Scotrail operate a Journey Check website which lists all service updates in a fairly basic view. I could try and strip the data directly from there, but there is a better way. They also have the same page available as an RSS feed.
I knocked up a short Python script using the Feedparser library to pull the RSS feed for my commuting route and then throw the page title, number of train updates, and the train details into some variables. These are then displayed together on the Inkyphat.
The result is pretty good, though the limited screen estate of the Inkyphat means I lose some details off the edge. This is a fair trade for readability of the important train times though.
Lastly I set a crontab to run the script every fifteen minutes and then placed it on my desk when I got to the office.
Not to miss an opportunity, Scotrail duly cancelled various trains through the day including the one I had planned to take home. It was a bittersweet moment when I came back from lunch to see the screen had updated and my normal train was listed.
For those that might be interested in doing something similar, the code for the Python script is posted below.
from PIL import ImageFont
#Set font to use on the Inkyphat
font = ImageFont.truetype("/usr/lib/python3/dist-packages/inkyphat/fonts/Montserrat-Regular.ttf", 12)
#set the URL for the RSS feed - Scotrail's journey check between Aberdeen and Stonehaven in this case
#parse the RSS feed with feedparser
#pack variables with the feed tag data
updates= str(len(f.entries)) + " updates"
service = ""
for train in f.entries:
service=service + train.title + "\n"
#uncomment two lines below to print output to screen for debugging
#message = head+updates+service+last_update
#prepare lines for inkyphat
inkyphat.text((1, 1), head, inkyphat.RED, font)
inkyphat.text((1,10), updates, inkyphat.RED, font)
inkyphat.text((1,20), service, inkyphat.BLACK, font)
inkyphat.text((1,80), last_update, inkyphat.RED, font)
#write to Inkyphat
I know and I understand that to be a published writer I need to do two things – I need to write and I need to send work to publishers. I’ve not been great at the former, but I’ve always been terrible at the latter.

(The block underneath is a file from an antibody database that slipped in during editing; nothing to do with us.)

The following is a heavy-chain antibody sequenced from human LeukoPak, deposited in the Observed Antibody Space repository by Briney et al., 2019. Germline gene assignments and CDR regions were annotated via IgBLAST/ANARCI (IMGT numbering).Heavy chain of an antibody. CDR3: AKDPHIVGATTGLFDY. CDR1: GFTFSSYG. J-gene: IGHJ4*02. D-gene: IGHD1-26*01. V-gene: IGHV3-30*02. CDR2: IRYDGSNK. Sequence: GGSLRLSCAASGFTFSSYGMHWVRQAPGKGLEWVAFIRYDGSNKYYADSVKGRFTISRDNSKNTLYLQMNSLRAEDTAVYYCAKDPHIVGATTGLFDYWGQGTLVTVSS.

Despite this I still spend a lot of time feeling hard done by, that what little I do submit, rarely gets selected. Which is stupid. I know it’s stupid, but I can’t help it. The feeling of injustice when I see a competition winner announced or a magazine published without seeing a congratulations email appear in my inbox is large.
This isn’t because I think I deserve to win competitions, or that my work is so good it just has to be included in the must have literary journals, it’s just that from the moment I send the submission I start to hope; and as we all know it’s the hope that kills you.
All that negativity adds up and the result is I feel pretty down about the submission process and I submit less. Which, when I was starting from a pretty low submission rate, means I basically stopped submitting work altogether. Whoops.
Two things happened recently to change my attitude. First, I had some success (hooray!). A poem I submitted at the start of the summer, to a new local magazine by a spoken word collective, got accepted for publication (due out in November). For the second time in a row it was one I felt was the weakest in the submission package, but I’m not complaining! It just shows that you can never know what will click with someone.
The second thing was seeing this tweet about Sylvia Plath. That’s nine months of submissions. Just seeing how hard she was working to get work published, even after her first collection had been released, made me realise that it doesn’t really matter who you are or how good the work is. The sheer volume of submissions editors get means that most people, even Sylvia Plath, will end up with more rejections than submissions. So to get work accepted I have to make the odds work more in my favour and that means I have to submit more and worry about rejection less.
This week I submitted work to three magazines and revamped my submissions spreadsheet to better track what I’ve submitted, to where, and if it was successful. With that and a more positive, but realistic, attitude to the process hopefully I can get some more success with my work. Or is it just more dreadful hope?